What The Silapatikaram Reveals About The Society Which Produced It
This is one of those rare works which is so heavy in content and import that each chapter needs to be reviewed separately
R Nagaswamy and Bharat Gupt, eds. Silapathiram - A Fresh Approach. Bharatiya Vidya Bhavan. 2017.
Silapatikaram is a pre-eminent Tamil kavya that gives a detailed account of life in South India some 1,800 to 2,000 years before present (ybp). Many tomes have been written since the rediscovery of this then lost work by U Ve Swaminatha Aiyer. It is highly important to note that it was him, again, who rediscovered the other two available Tamil kavyas, Manimekhalai and Jeevaka-chintamani. Another two of the five known Tamil kavyas are yet to be discovered. This perhaps attests to the vacuous nature of the claim of service to Tamil by the Dravidian leaders and puts to mockery their anti-Brahmin rhetoric.
Sadly, despite its relatively simple and unambiguous Tamil, many scholars of Dravidian movement and proselytising (Christian) persuasions have somewhat successfully tried to twist the interpretation of the work by removing the many overt Hindu-Vedic features of this great kavya.
Such machinations of the ‘Breaking India’ forces have been challenged once again by this extraordinary scholarly publication by Bharatiya Vidya Bhavan, under the editorship of Dr Nagaswamy and Dr Bharat Gupt.
This is one of those rare works which is so heavy in content and import that each chapter needs to be reviewed separately. This book review is thus a grossly inadequate attempt to try to capture the gravity of the entire publication in such a short piece. Even the preface on its own is a scholarly piece shedding pearls of facts and wisdom. For example, the editor, Dr Gupt aptly points out how the South Indians “are fond of music and dance more than any other people in the country” as observed even by Bharata in his work Natyashastra.
Again, in the preface, Dr Nagaswamy points out various facts as follows:
- the author of the work Ilango-Adigal stating within the work that this is a dance drama, and
- that the work follows exactly the classifications and schemes enumerated in Bharata’s Natyashastra.
Beautifully interwoven are the presentation of various points even at the stage of the preface, such as the connection between this great kavya, architecture in Cambodia and Natyashastra, as described in the epigraphy found at Bantai Srei temple.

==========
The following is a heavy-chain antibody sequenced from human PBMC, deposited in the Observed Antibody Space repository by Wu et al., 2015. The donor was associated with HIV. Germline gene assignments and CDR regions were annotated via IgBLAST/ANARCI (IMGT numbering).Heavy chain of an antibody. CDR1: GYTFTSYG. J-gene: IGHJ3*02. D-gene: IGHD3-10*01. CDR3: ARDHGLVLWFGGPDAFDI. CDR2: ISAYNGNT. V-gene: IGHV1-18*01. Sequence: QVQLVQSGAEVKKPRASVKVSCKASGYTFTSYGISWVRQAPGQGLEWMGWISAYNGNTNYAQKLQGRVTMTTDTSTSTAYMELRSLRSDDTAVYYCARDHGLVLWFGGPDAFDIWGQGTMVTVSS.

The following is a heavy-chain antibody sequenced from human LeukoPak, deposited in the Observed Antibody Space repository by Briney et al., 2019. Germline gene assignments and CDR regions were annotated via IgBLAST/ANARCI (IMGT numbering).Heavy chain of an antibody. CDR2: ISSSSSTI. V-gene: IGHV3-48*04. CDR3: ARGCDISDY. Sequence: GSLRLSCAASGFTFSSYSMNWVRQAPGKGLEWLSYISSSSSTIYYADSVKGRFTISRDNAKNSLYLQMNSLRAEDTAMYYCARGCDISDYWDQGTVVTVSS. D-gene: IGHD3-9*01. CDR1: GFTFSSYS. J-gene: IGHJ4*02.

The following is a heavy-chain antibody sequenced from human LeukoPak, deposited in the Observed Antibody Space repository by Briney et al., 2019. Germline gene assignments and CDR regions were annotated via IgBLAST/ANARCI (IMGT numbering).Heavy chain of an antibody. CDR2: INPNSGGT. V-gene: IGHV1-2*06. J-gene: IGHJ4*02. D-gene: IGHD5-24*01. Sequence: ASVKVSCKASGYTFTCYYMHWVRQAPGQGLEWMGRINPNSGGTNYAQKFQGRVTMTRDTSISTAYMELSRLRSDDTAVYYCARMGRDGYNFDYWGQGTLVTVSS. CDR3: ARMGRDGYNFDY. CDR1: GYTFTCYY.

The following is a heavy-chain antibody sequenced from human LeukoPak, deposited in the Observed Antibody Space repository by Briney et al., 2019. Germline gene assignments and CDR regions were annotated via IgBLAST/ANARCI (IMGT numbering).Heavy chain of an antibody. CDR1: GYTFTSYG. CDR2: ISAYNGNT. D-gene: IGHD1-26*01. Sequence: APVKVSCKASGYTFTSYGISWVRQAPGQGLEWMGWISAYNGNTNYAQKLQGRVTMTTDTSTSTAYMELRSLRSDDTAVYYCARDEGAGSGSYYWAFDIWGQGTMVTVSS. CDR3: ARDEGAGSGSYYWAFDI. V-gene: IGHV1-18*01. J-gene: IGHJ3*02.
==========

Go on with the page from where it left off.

The Vedic wedding and the Hindu pantheon of Gods
We can see how the wedding of the lead characters of the story are conducted in accordance with the Vedic rites, followed even to this day by most Hindus. Importantly, neither of the parents – the bride’s or the bridegroom’s – appear to be Vedic by faith. They belonged to the Jainas, Ajivika sect or Buddhists. Yet, their wedding rituals and religious festivals are of Vedic Hinduism. This reflects the secularism inherent in the Dharmic cultures, sects and philosophies of Hindustan, a clear contrast to the lack of inherent secularism in the non-Dharmic exclusivist faiths imported into India now. This attests to the fact that intolerance by Hindus or Hinduism, historically speaking and as it is now made out to be, is an utterly false bogey. Manimekhalai, the daughter of Kovalan and Madhavi, is named after the family deity (kula devata) of Kovalan.
Instead of being proud of such an unbroken lineage of culture and heritage, what we have today are the raucous ignorant rants of the Dravidian political rhetorics. Clearly this book and works such as this will expose the hollowness of such divisive tactics.
The kavya explains how the Chera King who took upon a military expedition to the Himalayas prayed to Bhagawan Shiva, and got charms (garlands and such) from Bhagawan Vishnu’s temple before his expedition. The military expedition included artiste and musicians, which attests to the highly civilised nature of warfare in ancient Bharat.